Date of Award

Spring 2007

Document Type


Degree Name

Master of Science (MS)


Dental Hygiene


Dental Hygiene

Committee Director

Michele L. Darby

Committee Member

Gayle McCombs

Committee Member

Sharon Stull

Call Number for Print

Special Collections LD4331.D46 S27 2007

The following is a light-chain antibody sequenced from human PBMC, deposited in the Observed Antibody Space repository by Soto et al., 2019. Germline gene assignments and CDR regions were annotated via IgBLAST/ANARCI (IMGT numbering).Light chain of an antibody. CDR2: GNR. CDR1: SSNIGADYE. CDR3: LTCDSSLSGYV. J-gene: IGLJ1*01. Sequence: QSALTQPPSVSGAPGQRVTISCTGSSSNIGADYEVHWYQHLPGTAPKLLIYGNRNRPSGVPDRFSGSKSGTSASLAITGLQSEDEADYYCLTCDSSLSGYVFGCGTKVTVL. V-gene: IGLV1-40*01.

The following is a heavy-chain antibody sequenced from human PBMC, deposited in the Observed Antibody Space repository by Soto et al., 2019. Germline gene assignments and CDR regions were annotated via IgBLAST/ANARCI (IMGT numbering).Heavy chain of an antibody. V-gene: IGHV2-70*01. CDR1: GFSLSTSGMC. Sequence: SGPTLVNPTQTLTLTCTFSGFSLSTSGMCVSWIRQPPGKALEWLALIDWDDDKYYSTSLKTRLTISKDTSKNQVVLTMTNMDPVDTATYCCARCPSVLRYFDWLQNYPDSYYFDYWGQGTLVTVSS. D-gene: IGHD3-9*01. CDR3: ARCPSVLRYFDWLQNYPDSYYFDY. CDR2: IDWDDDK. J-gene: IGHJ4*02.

The primary purpose of this study was to determine if tooth whitening product use influences oral health interests and values in an adult population. A two-group, randomized, pre-test, multiple post-test design was used for studying 60 adults between the ages of 18 and 60. Persons who use tobacco products, have composite/tooth-colored anterior restorations, less than eight anterior teeth, pregnant or lactating women, or those who have previously used a whitening product other than toothpaste were excluded from the study. At baseline, a researcher-designed Oral Health Questionnaire was administered to consenting adults to determine the level of oral health interests and values. A three-week, twice daily whitening strip regimen was administered to 30 randomized participants; the remaining 30 participants received no whitening treatment for the same three-week period. All individuals were instructed to use the same toothpaste, toothbrush and floss, and brush twice daily for two minutes at each brushing session. The questionnaire was re-administered at two and four-weeks after baseline to determine change in individuals' oral health interests and values. Useable data were collected from 50 adults, 22 adults who received whitening treatment and 28 adults who received no treatment. The Wald-Chi Squared test at p=.05 was used to determine relationships between tooth color and various oral health interests and values. Results showed that both the whitening and non-whitening groups experienced a significant increase in their oral health interests from baseline to four weeks. Those in the experimental group who found their teeth lighter in shade had more interest in their overall oral health than those whose tooth shade did not change. An increase in participants' oral health interest and value occurred; however, both the experimental and control groups' interests and values increased at the same rate. Only the experimental group had a significant change in their oral health values after improvement in their tooth color. As tooth color lightened, oral health values increased. Results also revealed a link between whiter teeth and an increase in the value and interest one might place on their oral health. More research is needed before vital tooth whitening can be viewed as a therapeutic procedure.


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